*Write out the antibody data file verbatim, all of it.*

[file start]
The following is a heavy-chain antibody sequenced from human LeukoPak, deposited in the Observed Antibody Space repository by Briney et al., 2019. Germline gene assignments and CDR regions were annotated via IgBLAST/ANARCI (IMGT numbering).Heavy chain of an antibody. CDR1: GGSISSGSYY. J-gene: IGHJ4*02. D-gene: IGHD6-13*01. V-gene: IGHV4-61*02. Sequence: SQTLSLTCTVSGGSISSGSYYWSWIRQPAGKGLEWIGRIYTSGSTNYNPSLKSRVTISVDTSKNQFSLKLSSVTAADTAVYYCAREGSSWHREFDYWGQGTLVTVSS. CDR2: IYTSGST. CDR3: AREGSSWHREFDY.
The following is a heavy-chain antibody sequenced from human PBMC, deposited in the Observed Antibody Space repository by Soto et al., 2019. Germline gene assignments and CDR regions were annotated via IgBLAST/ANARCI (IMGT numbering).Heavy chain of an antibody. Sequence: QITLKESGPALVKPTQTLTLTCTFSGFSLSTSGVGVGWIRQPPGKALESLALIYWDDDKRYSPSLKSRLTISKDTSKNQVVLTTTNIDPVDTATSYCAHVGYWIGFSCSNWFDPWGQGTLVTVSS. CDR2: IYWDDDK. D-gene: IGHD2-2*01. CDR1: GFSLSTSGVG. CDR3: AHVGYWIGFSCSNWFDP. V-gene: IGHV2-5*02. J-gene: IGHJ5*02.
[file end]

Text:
The following is a heavy-chain antibody sequenced from human LeukoPak, deposited in the Observed Antibody Space repository by Briney et al., 2019. Germline gene assignments and CDR regions were annotated via IgBLAST/ANARCI (IMGT numbering).Heavy chain of an antibody. CDR1: GGSISSGSYY. J-gene: IGHJ4*02. D-gene: IGHD6-13*01. V-gene: IGHV4-61*02. Sequence: SQTLSLTCTVSGGSISSGSYYWSWIRQPAGKGLEWIGRIYTSGSTNYNPSLKSRVTISVDTSKNQFSLKLSSVTAADTAVYYCAREGSSWHREFDYWGQGTLVTVSS. CDR2: IYTSGST. CDR3: AREGSSWHREFDY.
The following is a heavy-chain antibody sequenced from human PBMC, deposited in the Observed Antibody Space repository by Soto et al., 2019. Germline gene assignments and CDR regions were annotated via IgBLAST/ANARCI (IMGT numbering).Heavy chain of an antibody. Sequence: QITLKESGPALVKPTQTLTLTCTFSGFSLSTSGVGVGWIRQPPGKALESLALIYWDDDKRYSPSLKSRLTISKDTSKNQVVLTTTNIDPVDTATSYCAHVGYWIGFSCSNWFDPWGQGTLVTVSS. CDR2: IYWDDDK. D-gene: IGHD2-2*01. CDR1: GFSLSTSGVG. CDR3: AHVGYWIGFSCSNWFDP. V-gene: IGHV2-5*02. J-gene: IGHJ5*02.